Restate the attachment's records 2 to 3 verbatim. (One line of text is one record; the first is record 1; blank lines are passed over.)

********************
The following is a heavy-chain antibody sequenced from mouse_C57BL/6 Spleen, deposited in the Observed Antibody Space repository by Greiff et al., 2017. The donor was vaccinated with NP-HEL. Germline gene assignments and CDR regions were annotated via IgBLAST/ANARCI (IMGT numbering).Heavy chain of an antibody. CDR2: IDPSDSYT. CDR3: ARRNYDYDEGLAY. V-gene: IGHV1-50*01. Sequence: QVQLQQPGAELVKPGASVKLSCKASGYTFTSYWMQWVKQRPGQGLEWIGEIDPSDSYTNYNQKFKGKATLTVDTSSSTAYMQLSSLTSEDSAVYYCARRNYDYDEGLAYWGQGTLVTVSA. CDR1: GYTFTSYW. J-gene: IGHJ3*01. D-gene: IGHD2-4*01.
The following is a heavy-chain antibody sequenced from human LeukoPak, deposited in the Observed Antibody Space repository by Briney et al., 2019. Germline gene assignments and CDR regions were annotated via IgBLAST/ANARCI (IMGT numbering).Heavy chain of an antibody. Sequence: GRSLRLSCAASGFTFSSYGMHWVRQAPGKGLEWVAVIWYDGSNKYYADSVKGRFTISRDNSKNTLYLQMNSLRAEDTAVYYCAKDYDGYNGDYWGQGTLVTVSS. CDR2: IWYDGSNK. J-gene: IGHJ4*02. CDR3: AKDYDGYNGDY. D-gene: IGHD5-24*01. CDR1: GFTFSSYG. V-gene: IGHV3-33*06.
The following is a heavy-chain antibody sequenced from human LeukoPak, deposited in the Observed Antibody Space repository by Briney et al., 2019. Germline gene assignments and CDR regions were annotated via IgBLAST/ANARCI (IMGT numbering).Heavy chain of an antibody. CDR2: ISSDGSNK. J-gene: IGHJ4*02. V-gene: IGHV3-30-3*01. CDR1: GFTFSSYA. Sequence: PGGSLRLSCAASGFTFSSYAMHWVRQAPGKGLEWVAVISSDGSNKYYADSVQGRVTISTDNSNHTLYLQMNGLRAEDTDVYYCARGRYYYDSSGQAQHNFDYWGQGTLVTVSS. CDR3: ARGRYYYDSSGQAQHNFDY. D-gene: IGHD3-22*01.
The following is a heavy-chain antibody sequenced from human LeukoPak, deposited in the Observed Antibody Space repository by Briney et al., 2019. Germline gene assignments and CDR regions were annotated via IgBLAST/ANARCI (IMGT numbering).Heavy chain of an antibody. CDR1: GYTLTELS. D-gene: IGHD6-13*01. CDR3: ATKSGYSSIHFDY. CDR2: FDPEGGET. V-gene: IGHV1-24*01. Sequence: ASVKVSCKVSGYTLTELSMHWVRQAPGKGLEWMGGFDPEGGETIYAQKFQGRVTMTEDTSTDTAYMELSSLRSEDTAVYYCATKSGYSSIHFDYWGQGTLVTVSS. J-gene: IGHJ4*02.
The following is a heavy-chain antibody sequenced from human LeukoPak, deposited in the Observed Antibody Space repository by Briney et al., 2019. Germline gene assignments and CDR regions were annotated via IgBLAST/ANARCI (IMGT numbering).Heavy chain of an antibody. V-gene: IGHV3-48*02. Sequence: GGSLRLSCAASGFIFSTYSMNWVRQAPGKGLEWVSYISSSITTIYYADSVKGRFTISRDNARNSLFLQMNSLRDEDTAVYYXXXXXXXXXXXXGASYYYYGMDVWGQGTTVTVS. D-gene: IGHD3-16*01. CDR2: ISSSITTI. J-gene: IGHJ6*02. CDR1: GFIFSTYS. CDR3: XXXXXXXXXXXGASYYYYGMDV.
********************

The following is a heavy-chain antibody sequenced from human LeukoPak, deposited in the Observed Antibody Space repository by Briney et al., 2019. Germline gene assignments and CDR regions were annotated via IgBLAST/ANARCI (IMGT numbering).Heavy chain of an antibody. Sequence: GRSLRLSCAASGFTFSSYGMHWVRQAPGKGLEWVAVIWYDGSNKYYADSVKGRFTISRDNSKNTLYLQMNSLRAEDTAVYYCAKDYDGYNGDYWGQGTLVTVSS. CDR2: IWYDGSNK. J-gene: IGHJ4*02. CDR3: AKDYDGYNGDY. D-gene: IGHD5-24*01. CDR1: GFTFSSYG. V-gene: IGHV3-33*06.
The following is a heavy-chain antibody sequenced from human LeukoPak, deposited in the Observed Antibody Space repository by Briney et al., 2019. Germline gene assignments and CDR regions were annotated via IgBLAST/ANARCI (IMGT numbering).Heavy chain of an antibody. CDR2: ISSDGSNK. J-gene: IGHJ4*02. V-gene: IGHV3-30-3*01. CDR1: GFTFSSYA. Sequence: PGGSLRLSCAASGFTFSSYAMHWVRQAPGKGLEWVAVISSDGSNKYYADSVQGRVTISTDNSNHTLYLQMNGLRAEDTDVYYCARGRYYYDSSGQAQHNFDYWGQGTLVTVSS. CDR3: ARGRYYYDSSGQAQHNFDY. D-gene: IGHD3-22*01.